Wednesday, December 28, 2011

Tombs and Treasures

They said to Moses, “Was it because there were no graves in Egypt that you brought us to the desert to die?”
~Exodus 14:11
Our next day (Wednesday) we went across the Nile to the west bank across from Thebes. On the east side they built their cities and palaces. On the west they built their tombs and temples. Just as the sun sets in west and is reborn again in the east every morning, so they would be buried in the west in order to likewise be reborn in the afterlife. I already talked about the pyramids at Giza and other places near Memphis (Cairo) in the north, which carries the same ideas.
The sun may set in the west, but these hot air balloons were rising as we went to the Valley of the Kings
Our first stop of the morning was the famous Valley of the Kings, where over sixty Pharaohs were buried. Unlike the pyramids, which screamed out to all who passed by “There’s treasure inside me,” these tombs were hidden away. Unfortunately, almost all of them were looted in antiquity. The exception to that was King Tutankhamun (Tut), which is what made the discovery of his tomb so remarkable. We talked about how Howard Carter discovered the tomb in 1922. As he peered inside, he was asked if he saw anything. “Yes, wonderful things,” Carter replied. As king, Tut was not very important, but finding his tomb with all his treasures inside was very significant. We wandered around his tomb, saw his mummy, and later saw all the treasures found inside when we visited the Egypt Museum in Cairo. Also in the Egypt Museum is a room of the mummies of various Pharaohs. It really struck me to think I could be looking at the same face that Moses may have spoken to. Unfortunately, pictures weren’t allowed in either the Valley of the Kings or the Egypt Museum.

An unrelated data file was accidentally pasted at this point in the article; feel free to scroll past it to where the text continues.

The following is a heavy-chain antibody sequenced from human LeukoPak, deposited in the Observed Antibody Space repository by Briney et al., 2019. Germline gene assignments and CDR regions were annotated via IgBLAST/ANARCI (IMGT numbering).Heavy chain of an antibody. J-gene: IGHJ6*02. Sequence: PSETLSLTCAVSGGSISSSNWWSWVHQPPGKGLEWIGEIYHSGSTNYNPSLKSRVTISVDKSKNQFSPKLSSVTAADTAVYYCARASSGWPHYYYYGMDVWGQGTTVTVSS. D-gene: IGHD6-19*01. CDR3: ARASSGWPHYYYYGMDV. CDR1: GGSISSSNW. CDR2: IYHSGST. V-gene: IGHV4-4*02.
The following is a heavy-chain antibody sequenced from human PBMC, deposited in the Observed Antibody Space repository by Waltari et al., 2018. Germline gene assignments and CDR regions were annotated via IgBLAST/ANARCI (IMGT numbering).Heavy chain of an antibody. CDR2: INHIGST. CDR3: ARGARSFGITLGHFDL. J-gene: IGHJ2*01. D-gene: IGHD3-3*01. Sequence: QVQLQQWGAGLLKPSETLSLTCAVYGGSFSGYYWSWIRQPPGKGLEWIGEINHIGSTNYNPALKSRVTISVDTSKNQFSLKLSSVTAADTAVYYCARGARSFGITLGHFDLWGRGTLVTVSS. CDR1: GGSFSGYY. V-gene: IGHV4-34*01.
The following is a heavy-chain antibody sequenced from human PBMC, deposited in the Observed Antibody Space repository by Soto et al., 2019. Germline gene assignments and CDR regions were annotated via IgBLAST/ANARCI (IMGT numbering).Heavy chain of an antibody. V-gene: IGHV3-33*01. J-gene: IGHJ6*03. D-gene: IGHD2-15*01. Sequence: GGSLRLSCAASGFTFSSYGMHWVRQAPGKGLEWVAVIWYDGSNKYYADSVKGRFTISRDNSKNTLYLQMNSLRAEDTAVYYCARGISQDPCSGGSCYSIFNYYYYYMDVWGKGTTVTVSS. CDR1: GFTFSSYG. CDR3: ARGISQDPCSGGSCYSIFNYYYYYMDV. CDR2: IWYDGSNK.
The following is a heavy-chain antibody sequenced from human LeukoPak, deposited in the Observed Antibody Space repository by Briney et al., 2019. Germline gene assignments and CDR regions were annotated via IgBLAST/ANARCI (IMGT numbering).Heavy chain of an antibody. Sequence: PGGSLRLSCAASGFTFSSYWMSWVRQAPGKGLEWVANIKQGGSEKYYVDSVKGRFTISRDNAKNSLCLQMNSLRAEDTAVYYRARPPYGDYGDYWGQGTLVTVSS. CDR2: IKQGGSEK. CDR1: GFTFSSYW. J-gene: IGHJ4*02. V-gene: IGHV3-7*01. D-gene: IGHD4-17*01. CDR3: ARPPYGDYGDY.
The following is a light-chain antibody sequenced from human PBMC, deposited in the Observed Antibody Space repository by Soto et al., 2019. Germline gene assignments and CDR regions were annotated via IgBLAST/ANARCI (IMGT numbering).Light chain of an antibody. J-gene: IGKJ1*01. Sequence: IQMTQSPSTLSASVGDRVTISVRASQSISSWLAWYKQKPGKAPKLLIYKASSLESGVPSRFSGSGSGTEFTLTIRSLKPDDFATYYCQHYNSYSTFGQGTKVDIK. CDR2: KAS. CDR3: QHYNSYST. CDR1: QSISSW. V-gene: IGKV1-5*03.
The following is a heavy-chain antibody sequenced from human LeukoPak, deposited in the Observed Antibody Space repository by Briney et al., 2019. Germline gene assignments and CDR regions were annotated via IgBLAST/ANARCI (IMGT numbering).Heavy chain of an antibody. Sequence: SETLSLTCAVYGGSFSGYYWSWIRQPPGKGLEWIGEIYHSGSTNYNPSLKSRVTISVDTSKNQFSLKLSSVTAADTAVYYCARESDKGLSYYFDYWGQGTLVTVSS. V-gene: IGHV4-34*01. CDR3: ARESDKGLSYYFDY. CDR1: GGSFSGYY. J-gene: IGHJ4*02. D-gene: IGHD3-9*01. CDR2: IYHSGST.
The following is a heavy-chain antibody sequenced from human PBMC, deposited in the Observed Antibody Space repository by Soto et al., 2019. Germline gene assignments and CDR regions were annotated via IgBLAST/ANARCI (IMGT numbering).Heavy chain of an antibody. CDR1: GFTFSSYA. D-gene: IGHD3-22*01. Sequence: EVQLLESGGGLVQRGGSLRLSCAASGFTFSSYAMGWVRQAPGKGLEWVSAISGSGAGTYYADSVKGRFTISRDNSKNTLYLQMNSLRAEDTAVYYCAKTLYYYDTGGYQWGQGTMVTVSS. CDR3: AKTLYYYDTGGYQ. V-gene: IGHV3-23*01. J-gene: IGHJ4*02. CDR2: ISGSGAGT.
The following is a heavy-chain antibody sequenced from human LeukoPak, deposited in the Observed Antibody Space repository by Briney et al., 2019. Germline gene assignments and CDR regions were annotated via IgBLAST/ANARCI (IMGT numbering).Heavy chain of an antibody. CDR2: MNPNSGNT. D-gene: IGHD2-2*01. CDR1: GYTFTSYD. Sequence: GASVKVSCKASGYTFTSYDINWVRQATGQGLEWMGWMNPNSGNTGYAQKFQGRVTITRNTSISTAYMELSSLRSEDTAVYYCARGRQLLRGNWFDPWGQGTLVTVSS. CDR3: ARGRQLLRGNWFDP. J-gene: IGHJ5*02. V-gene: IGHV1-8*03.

Who built these tombs? Not far from the Valley, we visited a place known today as Deir el-Medina. This was where the workmen and foremen who worked on the tombs lived. The foundations of the village are visible today, revealing decent sized homes for the period. Pharaoh would have wanted to keep them happy to not share the secrets of the tombs. From what was found here, we can learn more about the average person’s life in ancient Egypt. One wonders how similar this place was to where the Israelites lived in Egypt. The Israelites lived in the north and this is in the south, but could there have been similarities?
Deir el-Medina from atop a nearby hill. The village is at the bottom and their tombs are on the hillside opposite.
Just up the hill from the village were their tombs. They had great skill in tomb-building and put that skill into their own tombs. Although not nearly as big as the Pharaohs’ tombs, they had great painted walls inside. And just like the Valley of the Kings, we couldn’t take pictures inside the tombs.

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